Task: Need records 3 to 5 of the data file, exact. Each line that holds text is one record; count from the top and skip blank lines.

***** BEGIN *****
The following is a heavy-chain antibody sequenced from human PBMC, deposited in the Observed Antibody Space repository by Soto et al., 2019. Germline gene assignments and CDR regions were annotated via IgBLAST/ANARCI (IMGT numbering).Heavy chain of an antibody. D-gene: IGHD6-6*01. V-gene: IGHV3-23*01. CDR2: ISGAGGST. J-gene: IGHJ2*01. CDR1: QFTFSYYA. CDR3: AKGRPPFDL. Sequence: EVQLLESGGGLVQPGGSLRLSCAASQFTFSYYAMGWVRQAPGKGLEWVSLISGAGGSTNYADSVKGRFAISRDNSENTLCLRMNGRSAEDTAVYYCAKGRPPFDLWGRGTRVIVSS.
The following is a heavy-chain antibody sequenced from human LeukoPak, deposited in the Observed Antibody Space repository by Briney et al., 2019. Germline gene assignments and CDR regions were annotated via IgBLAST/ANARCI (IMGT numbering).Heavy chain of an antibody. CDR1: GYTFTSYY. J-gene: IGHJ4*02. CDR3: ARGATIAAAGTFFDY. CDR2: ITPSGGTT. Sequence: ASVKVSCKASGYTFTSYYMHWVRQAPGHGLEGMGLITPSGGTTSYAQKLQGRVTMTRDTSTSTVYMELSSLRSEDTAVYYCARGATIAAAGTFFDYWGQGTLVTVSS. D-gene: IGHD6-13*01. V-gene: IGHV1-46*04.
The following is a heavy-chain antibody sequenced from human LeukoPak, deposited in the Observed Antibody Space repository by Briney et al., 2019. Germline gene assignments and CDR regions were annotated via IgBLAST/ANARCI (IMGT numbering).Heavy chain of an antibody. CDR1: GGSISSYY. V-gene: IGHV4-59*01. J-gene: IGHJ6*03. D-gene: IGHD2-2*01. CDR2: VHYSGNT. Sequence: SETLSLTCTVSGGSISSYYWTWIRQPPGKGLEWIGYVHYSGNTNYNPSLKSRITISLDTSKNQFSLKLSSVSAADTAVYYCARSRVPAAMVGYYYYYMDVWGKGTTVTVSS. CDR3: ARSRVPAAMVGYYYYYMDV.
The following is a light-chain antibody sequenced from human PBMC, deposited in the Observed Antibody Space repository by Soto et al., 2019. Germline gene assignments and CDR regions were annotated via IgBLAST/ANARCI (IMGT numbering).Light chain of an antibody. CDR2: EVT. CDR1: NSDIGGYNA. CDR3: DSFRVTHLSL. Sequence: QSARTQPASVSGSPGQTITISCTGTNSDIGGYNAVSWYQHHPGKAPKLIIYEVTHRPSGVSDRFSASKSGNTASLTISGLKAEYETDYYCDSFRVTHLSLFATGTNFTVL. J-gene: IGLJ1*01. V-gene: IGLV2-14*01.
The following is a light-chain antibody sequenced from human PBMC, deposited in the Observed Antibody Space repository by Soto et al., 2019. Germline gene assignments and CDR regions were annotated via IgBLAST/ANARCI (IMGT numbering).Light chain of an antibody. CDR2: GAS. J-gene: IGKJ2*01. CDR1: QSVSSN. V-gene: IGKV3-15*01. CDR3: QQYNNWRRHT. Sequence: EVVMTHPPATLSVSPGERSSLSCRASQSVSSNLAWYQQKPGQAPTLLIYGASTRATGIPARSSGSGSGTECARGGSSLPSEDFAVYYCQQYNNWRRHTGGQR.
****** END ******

The following is a heavy-chain antibody sequenced from human LeukoPak, deposited in the Observed Antibody Space repository by Briney et al., 2019. Germline gene assignments and CDR regions were annotated via IgBLAST/ANARCI (IMGT numbering).Heavy chain of an antibody. CDR1: GGSISSYY. V-gene: IGHV4-59*01. J-gene: IGHJ6*03. D-gene: IGHD2-2*01. CDR2: VHYSGNT. Sequence: SETLSLTCTVSGGSISSYYWTWIRQPPGKGLEWIGYVHYSGNTNYNPSLKSRITISLDTSKNQFSLKLSSVSAADTAVYYCARSRVPAAMVGYYYYYMDVWGKGTTVTVSS. CDR3: ARSRVPAAMVGYYYYYMDV.
The following is a light-chain antibody sequenced from human PBMC, deposited in the Observed Antibody Space repository by Soto et al., 2019. Germline gene assignments and CDR regions were annotated via IgBLAST/ANARCI (IMGT numbering).Light chain of an antibody. CDR2: EVT. CDR1: NSDIGGYNA. CDR3: DSFRVTHLSL. Sequence: QSARTQPASVSGSPGQTITISCTGTNSDIGGYNAVSWYQHHPGKAPKLIIYEVTHRPSGVSDRFSASKSGNTASLTISGLKAEYETDYYCDSFRVTHLSLFATGTNFTVL. J-gene: IGLJ1*01. V-gene: IGLV2-14*01.
The following is a light-chain antibody sequenced from human PBMC, deposited in the Observed Antibody Space repository by Soto et al., 2019. Germline gene assignments and CDR regions were annotated via IgBLAST/ANARCI (IMGT numbering).Light chain of an antibody. CDR2: GAS. J-gene: IGKJ2*01. CDR1: QSVSSN. V-gene: IGKV3-15*01. CDR3: QQYNNWRRHT. Sequence: EVVMTHPPATLSVSPGERSSLSCRASQSVSSNLAWYQQKPGQAPTLLIYGASTRATGIPARSSGSGSGTECARGGSSLPSEDFAVYYCQQYNNWRRHTGGQR.